Speaking on budget announcements made on 11 March 2020 and on the introduction of a building safety fund, Helen Hewitt, CEO of the British Woodworking Federation (BWF) said: “We welcome the government’s commitment to a £1bn building safety fund which will allow urgent work to be undertaken to make the UK’s housing safer. However, in order to safeguard millions of people, funding must also include provision for the replacement of fire doors as well as cladding removal.
“We know that a significant number of councils in the UK have yet to replace inadequate fire doors, and that a number of doors still in use do not satisfy the 30-minute burn time standard. This means that people remain at risk of fires spreading through the buildings they live in. The Government must support local authorities in replacing fire doors by providing central funding, and by giving clear and unambiguous guidance on fire door specification, maintenance and testing.”
On homebuilding stimulus packages (including social housing interest rate cuts, and funding for brownfield site building), Helen Hewitt added:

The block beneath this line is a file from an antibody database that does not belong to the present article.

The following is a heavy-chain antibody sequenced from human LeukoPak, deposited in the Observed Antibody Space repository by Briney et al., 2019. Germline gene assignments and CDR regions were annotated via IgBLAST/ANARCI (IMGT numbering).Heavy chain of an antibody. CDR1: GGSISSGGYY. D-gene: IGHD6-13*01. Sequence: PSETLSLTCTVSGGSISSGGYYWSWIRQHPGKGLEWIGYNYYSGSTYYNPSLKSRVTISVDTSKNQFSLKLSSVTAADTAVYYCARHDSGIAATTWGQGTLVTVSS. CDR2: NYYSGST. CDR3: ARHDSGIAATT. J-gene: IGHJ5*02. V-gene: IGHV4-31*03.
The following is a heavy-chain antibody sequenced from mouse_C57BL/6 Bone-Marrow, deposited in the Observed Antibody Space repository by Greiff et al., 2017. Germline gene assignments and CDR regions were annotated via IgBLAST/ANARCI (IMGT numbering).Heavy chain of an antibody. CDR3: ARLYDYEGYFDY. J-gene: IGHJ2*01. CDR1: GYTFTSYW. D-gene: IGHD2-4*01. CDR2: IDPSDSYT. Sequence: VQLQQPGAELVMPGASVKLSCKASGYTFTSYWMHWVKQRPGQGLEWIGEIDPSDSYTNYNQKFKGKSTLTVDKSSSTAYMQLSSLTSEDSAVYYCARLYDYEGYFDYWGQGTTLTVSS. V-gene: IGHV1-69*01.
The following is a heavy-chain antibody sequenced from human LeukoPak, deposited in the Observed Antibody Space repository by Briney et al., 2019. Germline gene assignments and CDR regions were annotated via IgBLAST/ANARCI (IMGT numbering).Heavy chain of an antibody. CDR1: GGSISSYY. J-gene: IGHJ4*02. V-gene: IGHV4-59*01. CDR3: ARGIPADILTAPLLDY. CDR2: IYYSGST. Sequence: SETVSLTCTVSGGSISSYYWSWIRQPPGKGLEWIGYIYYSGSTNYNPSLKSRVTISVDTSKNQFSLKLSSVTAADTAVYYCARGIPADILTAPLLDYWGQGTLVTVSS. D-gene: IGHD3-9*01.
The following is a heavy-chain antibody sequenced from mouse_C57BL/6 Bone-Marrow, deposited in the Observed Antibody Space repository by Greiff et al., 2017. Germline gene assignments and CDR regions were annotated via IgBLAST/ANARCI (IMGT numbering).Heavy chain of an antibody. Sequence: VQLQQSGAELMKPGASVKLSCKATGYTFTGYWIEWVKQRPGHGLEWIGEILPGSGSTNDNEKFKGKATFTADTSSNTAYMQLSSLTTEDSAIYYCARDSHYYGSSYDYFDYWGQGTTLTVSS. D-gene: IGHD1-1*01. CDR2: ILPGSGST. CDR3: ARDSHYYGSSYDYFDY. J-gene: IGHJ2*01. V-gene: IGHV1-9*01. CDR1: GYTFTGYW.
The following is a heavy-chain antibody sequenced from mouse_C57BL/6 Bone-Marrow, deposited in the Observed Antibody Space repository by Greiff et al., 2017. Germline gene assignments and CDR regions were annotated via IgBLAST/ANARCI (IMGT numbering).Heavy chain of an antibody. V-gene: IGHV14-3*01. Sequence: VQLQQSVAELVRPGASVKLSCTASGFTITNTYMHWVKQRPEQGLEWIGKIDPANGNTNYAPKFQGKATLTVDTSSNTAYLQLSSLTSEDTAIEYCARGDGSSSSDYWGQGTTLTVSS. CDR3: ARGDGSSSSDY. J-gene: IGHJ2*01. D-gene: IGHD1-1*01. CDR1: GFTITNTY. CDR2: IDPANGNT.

“Measures announced by the Chancellor today are an important boost to UK housebuilding, and presents a number of opportunities for the woodworking and joinery manufacturing sector which produces integral components including windows, doors and staircases. Using timber construction products the UK has an opportunity to become a sustainable construction global leader in the post-Brexit economy. Plus, there are associated cost savings across the lifespan of the buildings. Research from the Wood Window Alliance has showed that wood window frames made to their specification have an average life span of 60 years; that’s double that of their PVCu equivalents.”
On the £1.5bn funding boost to improve the condition of further education colleges, Helen said: “Our members look forward to contributing to the refurbishment of further education buildings and, as with housebuilding, there is a major opportunity for the UK to lead the way in the use of sustainable building products including timber.
“The investment in further education will also provide a boost to building provision in certain skilled trades, and support vital education and apprenticeship programmes that help develop the skills that are so vitally needed in the woodworking sector. We look forward to engaging in the National Skills Fund consultation in the spring, to help the Government and our industry tackle the ongoing skills shortage within the construction industry.”